The One Where I Need to Get Fingerprinted

To be able to volunteer in public schools in Prince Edward Island, policies now dictate that a criminal record check be completed:

6.1 A person wanting to volunteer in a school is required to provide the school principal with a valid Criminal Record Check with a Vulnerable Sector Inquiry (CRC/VSI) prior to volunteering.

This is a new requirement since Olivia was a student (or one that was routinely ignored?): I served as a volunteer innumerable times at Prince Street Elementary and Birchwood Intermediate, running movie nights, selling brownies, facilitating Minecraft Club, with nothing other than my interest in doing so required.

It’s the Fall Fair this weekend, and Lisa suggested that we volunteer. So we signed up, and started the paperwork to get a Criminal Record Check: this meant getting a letter from the principal of the school, taking it to the police station along with photocopies of two pieces of ID and an application form; we were promised turnaround in a few days.

Lisa’s check is clear, and ready for pickup today, just a day after it was submitted.

Mine is not.

This is because the “Vulnerable Sector Inquiry” part of the check kicked back a record of a male who shares my birthdate who was pardoned for a sexual offence. The clerk who called me—an incredibly patient and helpful clerk—told me that although this offender isn’t named “Peter Rukavina,” or anything similar, the matching gender and date of birth mean that I need to get fingerprinted before I’m cleared, so as to eliminate the possibility that I am that person, and simply changed my name to avoid detection.

So, I’m out on a technicality for the Fall Fair this weekend, alas. I’ll go and get fingerprinted so that I can live to volunteer another day.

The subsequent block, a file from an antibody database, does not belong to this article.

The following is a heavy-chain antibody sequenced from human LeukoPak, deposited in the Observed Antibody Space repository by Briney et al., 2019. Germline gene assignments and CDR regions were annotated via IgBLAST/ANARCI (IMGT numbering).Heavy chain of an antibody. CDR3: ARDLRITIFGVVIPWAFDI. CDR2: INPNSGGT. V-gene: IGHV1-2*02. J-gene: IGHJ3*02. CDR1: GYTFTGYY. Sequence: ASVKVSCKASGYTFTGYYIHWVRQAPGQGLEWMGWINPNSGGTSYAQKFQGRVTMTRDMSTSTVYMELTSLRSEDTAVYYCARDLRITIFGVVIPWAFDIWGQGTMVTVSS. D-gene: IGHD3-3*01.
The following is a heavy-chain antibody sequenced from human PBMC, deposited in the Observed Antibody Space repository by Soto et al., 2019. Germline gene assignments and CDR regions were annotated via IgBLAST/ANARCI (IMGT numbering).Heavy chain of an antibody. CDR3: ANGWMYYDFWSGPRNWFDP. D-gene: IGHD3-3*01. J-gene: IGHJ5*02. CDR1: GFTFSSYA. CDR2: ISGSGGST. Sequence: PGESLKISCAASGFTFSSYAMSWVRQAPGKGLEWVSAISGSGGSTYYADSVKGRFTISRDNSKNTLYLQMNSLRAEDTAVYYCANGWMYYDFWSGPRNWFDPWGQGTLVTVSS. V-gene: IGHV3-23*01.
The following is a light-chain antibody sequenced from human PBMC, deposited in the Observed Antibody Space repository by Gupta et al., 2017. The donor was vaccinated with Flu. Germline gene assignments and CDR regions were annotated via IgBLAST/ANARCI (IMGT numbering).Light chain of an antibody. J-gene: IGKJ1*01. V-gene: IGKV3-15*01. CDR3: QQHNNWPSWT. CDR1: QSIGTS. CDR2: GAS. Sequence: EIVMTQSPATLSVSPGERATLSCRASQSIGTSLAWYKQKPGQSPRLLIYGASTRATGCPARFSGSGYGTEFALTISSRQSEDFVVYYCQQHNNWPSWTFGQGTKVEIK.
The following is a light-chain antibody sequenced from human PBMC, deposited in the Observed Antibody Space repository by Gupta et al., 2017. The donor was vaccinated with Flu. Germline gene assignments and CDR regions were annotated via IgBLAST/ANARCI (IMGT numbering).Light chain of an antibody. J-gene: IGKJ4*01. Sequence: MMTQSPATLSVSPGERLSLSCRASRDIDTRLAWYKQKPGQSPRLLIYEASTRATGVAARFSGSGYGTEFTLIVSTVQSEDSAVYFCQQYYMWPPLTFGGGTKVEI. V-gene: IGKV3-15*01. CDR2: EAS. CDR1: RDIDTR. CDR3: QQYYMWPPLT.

Ton Zijlstra's picture
Ton Zijlstra on October 26, 2022 - 05:07 Permalink

This sounds awfully convoluted even apart from the fingerprinting.
2, two!, pieces of ID, physically going to a police station.... and then apparently not trusting those, I presume government issued, IDs so that fingerprints are needed because someone shares your birthday (not an uncommon thing)? How about checking your face against the offender's (with software I mean), and how long will those fingerprints be stored and where?

All because "perhaps simply changed their name to avoid detection". The key issue seems to be in that word 'simply'. That shouldn't be simple perhaps. This all seems to go back to the pretend lack of a people register mentioned in the comments to another recent post. Here getting certificate of conduct is an online procedure based on the gov's people registry. They do still take up to 4 weeks to send you the certificate, but it's mostly needed when entering certain types of employment, or as a sole trader taking certain types of clients.

All that though to volunteer in a school for a single event? (Regular, permanent volunteer staff would be different) Do they screen parents before registering their kids in a school in the same way?

Sorry for ranting, it just doesn't make much sense to me.

FAS's picture
FAS on October 26, 2022 - 21:00 Permalink

Schools and organizations have an employee and volunteer screening process which includes an updated Criminal Record Check and Vulnerable Sector Check and is applied to all volunteers and staffs in positions of trust. It is meant to ensure the protection and safety of children and youth and others from harm or potential harm.

Ton Zijlstra's picture
Ton Zijlstra on October 27, 2022 - 02:04 Permalink

Of course, and they should. This is only about the way you organise that, as a process and from a data collection/usage perspective. Certificates of conduct can be organised as a single web form (and are where I am), provided you've got that in order in the background. I've been through deep government background checks that included family and friends, that took less steps than what Peter describes (and never fingerprints).